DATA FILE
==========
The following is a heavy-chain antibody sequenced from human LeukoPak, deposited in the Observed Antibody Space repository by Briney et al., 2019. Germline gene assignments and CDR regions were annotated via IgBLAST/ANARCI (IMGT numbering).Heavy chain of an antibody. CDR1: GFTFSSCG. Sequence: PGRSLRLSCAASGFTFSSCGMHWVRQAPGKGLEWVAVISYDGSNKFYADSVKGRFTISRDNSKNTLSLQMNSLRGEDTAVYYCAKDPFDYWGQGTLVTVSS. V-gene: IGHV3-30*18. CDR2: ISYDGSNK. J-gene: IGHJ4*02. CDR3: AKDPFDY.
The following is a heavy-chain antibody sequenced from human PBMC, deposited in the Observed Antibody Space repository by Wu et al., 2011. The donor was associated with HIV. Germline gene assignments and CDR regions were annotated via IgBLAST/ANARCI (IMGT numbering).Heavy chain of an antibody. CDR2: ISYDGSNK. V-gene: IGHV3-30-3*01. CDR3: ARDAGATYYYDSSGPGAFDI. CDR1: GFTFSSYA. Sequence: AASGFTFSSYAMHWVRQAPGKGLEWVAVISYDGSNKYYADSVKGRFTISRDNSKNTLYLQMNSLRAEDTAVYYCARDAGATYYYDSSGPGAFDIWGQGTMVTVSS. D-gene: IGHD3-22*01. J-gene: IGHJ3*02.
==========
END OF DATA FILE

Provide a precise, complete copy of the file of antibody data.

The following is a heavy-chain antibody sequenced from human LeukoPak, deposited in the Observed Antibody Space repository by Briney et al., 2019. Germline gene assignments and CDR regions were annotated via IgBLAST/ANARCI (IMGT numbering).Heavy chain of an antibody. CDR1: GFTFSSCG. Sequence: PGRSLRLSCAASGFTFSSCGMHWVRQAPGKGLEWVAVISYDGSNKFYADSVKGRFTISRDNSKNTLSLQMNSLRGEDTAVYYCAKDPFDYWGQGTLVTVSS. V-gene: IGHV3-30*18. CDR2: ISYDGSNK. J-gene: IGHJ4*02. CDR3: AKDPFDY.
The following is a heavy-chain antibody sequenced from human PBMC, deposited in the Observed Antibody Space repository by Wu et al., 2011. The donor was associated with HIV. Germline gene assignments and CDR regions were annotated via IgBLAST/ANARCI (IMGT numbering).Heavy chain of an antibody. CDR2: ISYDGSNK. V-gene: IGHV3-30-3*01. CDR3: ARDAGATYYYDSSGPGAFDI. CDR1: GFTFSSYA. Sequence: AASGFTFSSYAMHWVRQAPGKGLEWVAVISYDGSNKYYADSVKGRFTISRDNSKNTLYLQMNSLRAEDTAVYYCARDAGATYYYDSSGPGAFDIWGQGTMVTVSS. D-gene: IGHD3-22*01. J-gene: IGHJ3*02.